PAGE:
Additional reporting by Jonathan Custodio

The head of New York City Transit is concerned that the collapse Friday of plans to speed bus service along a key Bronx corridor could spell trouble for similar efforts across the city.

Richard Davey, president of the MTA division that operates the bus, subway and paratransit systems, told THE CITY on Friday afternoon that the “perplexing” decision by the Adams administration to scrap long-planned upgrades along busy Fordham Road under political pressure is “disappointing.”

“Fordham Road, those 85,000 bus customers — that’s more bus customers than you have in St. Louis or Cleveland,” Davey said. “This is not just some meaningless area, it’s a big deal.”

But City Hall on Friday morning spiked plans to create bus-only lanes along Fordham Road, opting instead to repaint existing bus lanes on the notoriously slow east-west corridor. 

The decision, according to a city Department of Transportation spokesperson, came “in response to feedback from community leaders” and could be revisited next year to see if “additional treatments” are necessary.

“We are repainting curbside bus lanes and continuing automated bus lane enforcement,” said the DOT’s Mona Bruno. “Next summer, we will review the results of those measures and evaluate whether additional treatments are necessary.”

Davey called the situation along Fordham Road “acute,” noting that the busiest bus corridor in The Bronx is home to routes that regularly contend for the Straphangers Campaign’s Pokey and Schleppie Awards, which highlight the slowest and least reliable routes in the city.

“We do have [automated bus lane enforcement] now, which helps obviously,” Davey told THE CITY. “But that’s not the silver bullet.”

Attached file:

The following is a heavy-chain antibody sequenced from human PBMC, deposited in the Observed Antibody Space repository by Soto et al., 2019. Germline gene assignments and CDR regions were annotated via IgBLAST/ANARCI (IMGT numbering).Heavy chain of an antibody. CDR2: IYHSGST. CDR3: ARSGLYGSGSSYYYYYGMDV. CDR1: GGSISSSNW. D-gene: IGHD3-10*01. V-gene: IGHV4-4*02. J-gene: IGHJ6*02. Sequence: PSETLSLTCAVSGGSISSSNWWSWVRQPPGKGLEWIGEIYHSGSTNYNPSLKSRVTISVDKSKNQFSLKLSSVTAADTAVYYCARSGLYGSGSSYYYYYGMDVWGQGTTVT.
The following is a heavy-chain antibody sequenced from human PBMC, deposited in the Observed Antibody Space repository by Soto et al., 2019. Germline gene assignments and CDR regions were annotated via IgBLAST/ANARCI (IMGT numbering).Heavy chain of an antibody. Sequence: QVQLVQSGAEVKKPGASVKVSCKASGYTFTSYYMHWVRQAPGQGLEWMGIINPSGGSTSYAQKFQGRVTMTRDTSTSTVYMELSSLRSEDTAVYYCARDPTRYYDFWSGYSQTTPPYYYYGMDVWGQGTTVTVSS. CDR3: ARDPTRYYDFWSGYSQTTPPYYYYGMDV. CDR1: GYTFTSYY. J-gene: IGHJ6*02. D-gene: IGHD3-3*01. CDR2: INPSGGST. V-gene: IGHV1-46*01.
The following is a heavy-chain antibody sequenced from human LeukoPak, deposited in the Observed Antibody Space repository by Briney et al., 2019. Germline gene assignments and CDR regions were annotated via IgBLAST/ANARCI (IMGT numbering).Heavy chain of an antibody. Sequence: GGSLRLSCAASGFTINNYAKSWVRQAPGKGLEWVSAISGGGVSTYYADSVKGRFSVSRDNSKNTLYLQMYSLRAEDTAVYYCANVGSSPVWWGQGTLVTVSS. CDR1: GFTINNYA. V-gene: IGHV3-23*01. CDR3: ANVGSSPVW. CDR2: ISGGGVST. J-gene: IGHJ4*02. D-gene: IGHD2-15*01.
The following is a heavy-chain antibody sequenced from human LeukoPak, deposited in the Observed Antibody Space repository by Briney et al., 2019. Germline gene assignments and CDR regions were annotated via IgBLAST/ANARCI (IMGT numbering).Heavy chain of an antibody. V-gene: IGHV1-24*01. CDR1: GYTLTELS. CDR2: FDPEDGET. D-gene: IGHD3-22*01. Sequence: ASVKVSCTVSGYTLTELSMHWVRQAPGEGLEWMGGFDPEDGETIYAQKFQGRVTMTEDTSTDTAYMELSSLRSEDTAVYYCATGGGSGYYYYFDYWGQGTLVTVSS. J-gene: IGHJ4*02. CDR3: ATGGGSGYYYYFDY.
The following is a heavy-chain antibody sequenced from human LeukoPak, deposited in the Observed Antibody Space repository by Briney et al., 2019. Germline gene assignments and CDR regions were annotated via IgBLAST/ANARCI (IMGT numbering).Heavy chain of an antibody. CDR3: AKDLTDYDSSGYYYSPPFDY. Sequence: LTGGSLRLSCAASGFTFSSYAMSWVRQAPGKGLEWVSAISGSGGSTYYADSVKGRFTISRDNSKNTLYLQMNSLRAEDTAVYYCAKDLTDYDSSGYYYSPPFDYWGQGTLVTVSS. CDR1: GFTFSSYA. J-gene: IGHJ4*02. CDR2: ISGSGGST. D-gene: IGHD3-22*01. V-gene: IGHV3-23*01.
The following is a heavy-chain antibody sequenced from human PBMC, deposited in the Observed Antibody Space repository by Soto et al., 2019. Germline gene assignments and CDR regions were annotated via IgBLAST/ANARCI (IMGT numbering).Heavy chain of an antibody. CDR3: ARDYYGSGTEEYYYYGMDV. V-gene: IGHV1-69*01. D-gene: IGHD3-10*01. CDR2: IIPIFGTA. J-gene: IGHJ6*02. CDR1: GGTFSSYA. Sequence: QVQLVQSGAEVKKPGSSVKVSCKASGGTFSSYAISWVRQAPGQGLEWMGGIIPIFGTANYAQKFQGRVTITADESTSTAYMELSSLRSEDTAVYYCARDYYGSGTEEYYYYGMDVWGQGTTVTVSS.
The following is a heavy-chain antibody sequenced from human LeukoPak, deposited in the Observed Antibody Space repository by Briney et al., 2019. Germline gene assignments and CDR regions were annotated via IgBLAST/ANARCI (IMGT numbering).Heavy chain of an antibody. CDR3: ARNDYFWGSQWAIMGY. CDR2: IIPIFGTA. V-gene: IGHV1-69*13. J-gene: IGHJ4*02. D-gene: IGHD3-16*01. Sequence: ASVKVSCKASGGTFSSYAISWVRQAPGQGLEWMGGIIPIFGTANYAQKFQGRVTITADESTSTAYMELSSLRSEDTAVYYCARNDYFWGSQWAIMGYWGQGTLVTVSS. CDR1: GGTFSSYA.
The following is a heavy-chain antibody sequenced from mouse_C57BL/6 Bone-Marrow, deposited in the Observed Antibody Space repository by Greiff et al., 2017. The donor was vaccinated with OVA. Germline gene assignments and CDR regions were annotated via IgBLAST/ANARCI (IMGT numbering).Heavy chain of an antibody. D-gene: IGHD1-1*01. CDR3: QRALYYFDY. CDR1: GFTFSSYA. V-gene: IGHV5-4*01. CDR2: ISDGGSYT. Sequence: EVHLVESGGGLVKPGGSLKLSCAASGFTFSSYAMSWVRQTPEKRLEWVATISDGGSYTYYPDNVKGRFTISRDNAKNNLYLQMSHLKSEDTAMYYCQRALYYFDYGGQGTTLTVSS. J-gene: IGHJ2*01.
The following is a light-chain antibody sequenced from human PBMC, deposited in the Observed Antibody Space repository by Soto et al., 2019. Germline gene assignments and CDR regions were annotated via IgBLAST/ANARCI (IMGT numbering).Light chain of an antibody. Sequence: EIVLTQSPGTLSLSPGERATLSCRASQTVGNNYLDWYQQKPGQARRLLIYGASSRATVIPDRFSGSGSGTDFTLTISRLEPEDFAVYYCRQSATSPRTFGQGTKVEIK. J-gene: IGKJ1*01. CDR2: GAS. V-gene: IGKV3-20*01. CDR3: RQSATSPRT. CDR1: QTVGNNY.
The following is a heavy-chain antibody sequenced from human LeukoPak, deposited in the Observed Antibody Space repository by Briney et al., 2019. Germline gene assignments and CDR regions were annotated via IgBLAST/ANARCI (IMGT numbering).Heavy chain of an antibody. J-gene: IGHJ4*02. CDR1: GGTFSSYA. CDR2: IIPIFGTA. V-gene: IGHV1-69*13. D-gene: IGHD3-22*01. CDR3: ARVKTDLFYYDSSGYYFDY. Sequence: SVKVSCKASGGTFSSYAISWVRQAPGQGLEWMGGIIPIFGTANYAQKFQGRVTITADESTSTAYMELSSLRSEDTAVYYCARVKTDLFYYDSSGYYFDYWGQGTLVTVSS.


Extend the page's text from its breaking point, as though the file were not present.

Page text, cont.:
Speed Bumps

The work along Fordham Road was among the signature projects by Adams to expand the number of bus lane miles citywide. But the Bronx busway plans ran into opposition from local businesses and institutions such as Fordham University, the New York Botanical Garden, St. Barnabas Hospital Health System and Monroe College, Hellgate reported in July.

The plan also faced resistance from Rep. Adriano Espaillat and City Councilmember Oswald Feliz, Streetsblog reported last month.

Betsy Plum, executive director of Riders Alliance, called out Adams for “letting influential suburbanites dictate policy.”

“Punting on Fordham undermines years of hard work by dedicated public servants to speed up bus service for 85,000 New Yorkers who can’t afford to waste any more time,” she said in a statement Friday.

According to the advocacy’s group’s online Bus Lane Tracker, the city is well off the pace to meet the mayor’s promise to build at least 150 miles by the end of his term in 2025 — with fewer than seven miles completed so far. The city last year failed to install 20 miles of new bus lanes last year, as required by a law the City Council passed in 2019.

A bus headed west on Fordham Road. Aug. 8, 2023. Credit: Ben Fractenberg/THE CITY

Davey told THE CITY he’s concerned about what the change of plans to speed service could mean for other key bus corridors, including along Flatbush Avenue in Brooklyn.

He noted that without roadway tweaks, additional bus service does little good.

“I don’t want to add more slow service,” he said. “It’s Flatbush, it’s other areas across the boroughs — we need the infrastructure support.”

Bus riders along the Bx12 route said their rides suffer from overcrowding and unreliable service.

Jalaimi Chazuloe told THE CITY last month that the packed Bx12s prevented her from showing up to work on time. 

“The bus was crowded so I had to wait for another bus,” Chazuloe said while waiting for a westbound bus at Fordham Road and Webster Avenue. “I was pissed.”

Plum called the Bronx effort the city’s most important bus project.

“If bus riders can’t trust Mayor Adams to improve miserable service on Fordham, the busiest bus route in New York’s most bus-dependent borough, what good are any of his promises to speed up the slowest buses in the country?” she asked.